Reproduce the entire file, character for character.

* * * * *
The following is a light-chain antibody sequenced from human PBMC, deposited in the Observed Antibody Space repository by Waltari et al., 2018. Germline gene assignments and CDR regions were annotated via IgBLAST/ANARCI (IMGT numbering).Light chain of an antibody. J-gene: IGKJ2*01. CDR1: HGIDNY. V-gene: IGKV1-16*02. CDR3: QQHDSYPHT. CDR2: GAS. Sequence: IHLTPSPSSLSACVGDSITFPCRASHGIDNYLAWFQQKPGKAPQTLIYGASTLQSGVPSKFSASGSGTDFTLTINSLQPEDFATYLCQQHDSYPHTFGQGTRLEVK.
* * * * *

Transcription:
The following is a light-chain antibody sequenced from human PBMC, deposited in the Observed Antibody Space repository by Waltari et al., 2018. Germline gene assignments and CDR regions were annotated via IgBLAST/ANARCI (IMGT numbering).Light chain of an antibody. J-gene: IGKJ2*01. CDR1: HGIDNY. V-gene: IGKV1-16*02. CDR3: QQHDSYPHT. CDR2: GAS. Sequence: IHLTPSPSSLSACVGDSITFPCRASHGIDNYLAWFQQKPGKAPQTLIYGASTLQSGVPSKFSASGSGTDFTLTINSLQPEDFATYLCQQHDSYPHTFGQGTRLEVK.